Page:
Most of us know the dangers of leaving a pet in a hot car, whether in the shade or direct sun, the temperature can climb rapidly. Cracking a window is not nearly enough, especially when the air temperatures are already warm. Above is an infographic to demonstrate how stifling the heat can become. Best advice- never leave your pets in the car above 60°F.
Another danger to pets during the summer are scorching roads and sidewalks. We’ve all seen the heat waves rising from the ground, or experienced how hot cement can get while walking barefoot to the nearest pool. To immediately test the safety for your pets paws place your hand on the ground and hold it there for about 10 seconds. If you can’t keep your hand on the ground for that long then it is too hot for your pets’ feet! If the air temperature is 77° then pavement and other hard surfaces will have a temperature of 125°. That is 5 ° above burn level for skin, and your dogs paws!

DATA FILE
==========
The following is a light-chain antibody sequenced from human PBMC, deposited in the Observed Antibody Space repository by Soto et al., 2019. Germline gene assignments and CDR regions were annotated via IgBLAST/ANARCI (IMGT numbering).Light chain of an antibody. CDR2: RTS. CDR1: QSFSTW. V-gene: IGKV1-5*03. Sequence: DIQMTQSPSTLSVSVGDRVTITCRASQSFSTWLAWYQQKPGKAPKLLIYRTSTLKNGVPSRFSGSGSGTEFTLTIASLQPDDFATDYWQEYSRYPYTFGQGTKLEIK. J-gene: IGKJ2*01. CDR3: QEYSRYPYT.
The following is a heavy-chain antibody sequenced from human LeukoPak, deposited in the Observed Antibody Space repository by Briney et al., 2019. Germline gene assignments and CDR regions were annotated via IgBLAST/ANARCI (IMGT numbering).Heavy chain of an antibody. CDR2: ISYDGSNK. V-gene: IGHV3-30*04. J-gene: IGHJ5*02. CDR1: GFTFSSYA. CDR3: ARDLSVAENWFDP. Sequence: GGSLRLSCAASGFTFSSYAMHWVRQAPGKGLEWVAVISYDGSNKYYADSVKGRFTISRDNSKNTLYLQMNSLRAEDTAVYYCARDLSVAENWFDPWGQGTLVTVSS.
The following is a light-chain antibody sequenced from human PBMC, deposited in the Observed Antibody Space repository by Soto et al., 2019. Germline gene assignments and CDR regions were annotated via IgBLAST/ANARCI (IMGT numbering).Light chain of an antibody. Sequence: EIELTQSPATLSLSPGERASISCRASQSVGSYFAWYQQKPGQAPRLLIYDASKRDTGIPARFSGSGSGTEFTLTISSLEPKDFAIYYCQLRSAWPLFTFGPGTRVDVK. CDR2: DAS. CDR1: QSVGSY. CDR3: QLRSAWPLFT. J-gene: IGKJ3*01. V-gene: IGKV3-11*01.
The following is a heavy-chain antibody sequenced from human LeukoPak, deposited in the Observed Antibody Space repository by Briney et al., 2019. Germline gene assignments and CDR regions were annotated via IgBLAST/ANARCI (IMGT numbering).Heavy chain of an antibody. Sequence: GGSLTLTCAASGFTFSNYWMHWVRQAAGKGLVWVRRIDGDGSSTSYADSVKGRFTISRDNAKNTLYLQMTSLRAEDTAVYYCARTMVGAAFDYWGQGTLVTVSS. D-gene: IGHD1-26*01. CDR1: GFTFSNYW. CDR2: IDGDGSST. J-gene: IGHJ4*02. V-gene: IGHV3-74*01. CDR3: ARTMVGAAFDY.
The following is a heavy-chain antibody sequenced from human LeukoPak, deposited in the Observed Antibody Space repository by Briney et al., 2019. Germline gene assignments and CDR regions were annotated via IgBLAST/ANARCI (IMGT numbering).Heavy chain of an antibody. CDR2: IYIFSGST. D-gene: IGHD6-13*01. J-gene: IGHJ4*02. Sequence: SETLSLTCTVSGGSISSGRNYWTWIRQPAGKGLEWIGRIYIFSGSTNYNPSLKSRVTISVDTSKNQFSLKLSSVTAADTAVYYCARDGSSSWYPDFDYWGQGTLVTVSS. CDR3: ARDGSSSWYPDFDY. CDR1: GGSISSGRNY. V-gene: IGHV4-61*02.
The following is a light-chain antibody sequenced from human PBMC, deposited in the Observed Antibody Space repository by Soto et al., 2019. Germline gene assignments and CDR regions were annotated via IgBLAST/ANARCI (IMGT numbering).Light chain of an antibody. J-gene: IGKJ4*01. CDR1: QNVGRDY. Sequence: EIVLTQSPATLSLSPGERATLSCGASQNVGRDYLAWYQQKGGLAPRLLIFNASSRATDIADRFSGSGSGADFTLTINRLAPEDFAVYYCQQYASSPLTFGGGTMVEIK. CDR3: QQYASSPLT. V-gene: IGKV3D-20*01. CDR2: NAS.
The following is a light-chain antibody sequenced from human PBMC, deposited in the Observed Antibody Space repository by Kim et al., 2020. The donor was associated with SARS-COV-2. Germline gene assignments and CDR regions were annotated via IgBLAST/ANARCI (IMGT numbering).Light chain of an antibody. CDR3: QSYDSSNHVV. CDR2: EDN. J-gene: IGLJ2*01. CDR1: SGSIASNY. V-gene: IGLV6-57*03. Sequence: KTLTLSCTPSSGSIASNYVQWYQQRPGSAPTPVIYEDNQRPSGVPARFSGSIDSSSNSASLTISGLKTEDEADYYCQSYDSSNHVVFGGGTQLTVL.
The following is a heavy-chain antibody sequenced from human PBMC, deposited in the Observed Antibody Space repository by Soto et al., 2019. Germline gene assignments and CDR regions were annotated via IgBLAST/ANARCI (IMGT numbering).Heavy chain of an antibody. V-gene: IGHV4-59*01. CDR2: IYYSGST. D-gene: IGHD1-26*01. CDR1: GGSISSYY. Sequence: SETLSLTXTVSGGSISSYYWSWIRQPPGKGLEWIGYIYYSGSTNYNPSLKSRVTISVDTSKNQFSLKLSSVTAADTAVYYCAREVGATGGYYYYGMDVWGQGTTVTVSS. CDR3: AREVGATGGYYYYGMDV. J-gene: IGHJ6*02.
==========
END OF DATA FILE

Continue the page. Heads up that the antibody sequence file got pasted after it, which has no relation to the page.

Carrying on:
Giving up on walks for the summer is something your pup would not be happy with, try walks when the sun is low in the sky or outfitting them with booties. Pet stores have many outdoor options you can try on your dog to get the right fit. The breaking in process will be hilarious for you to watch and awkward for your pup, but they will keep their paws safe!
Heat stroke can appear very quickly in dogs, and can also become deadly just as fast! All dogs, including very active dogs are susceptible to heatstroke, but especially keep an eye on longhaired dogs, and short faced or flat nosed dogs. Keep your dog cool by always having fresh cold water, being around shade, and try cooling mats for your dogs when outdoors. If you suspect heat stroke, you need to get your dog to the closest vet immediately!
Here are some common visible symptoms to look for:
- Excessive drooling
- Increased body temperature - above 103° F (39° C)
- Reddened gums and moist tissues of the body
- Rapid heart rate
- Vomiting blood
- Passage of blood in the bowel movement or stool
- Black, tarry stools
- Changes in mental status
- Muscle tremors
- Wobbly, uncoordinated or drunken gait or movement
- Deep unconsciousness, the dog cannot be awoken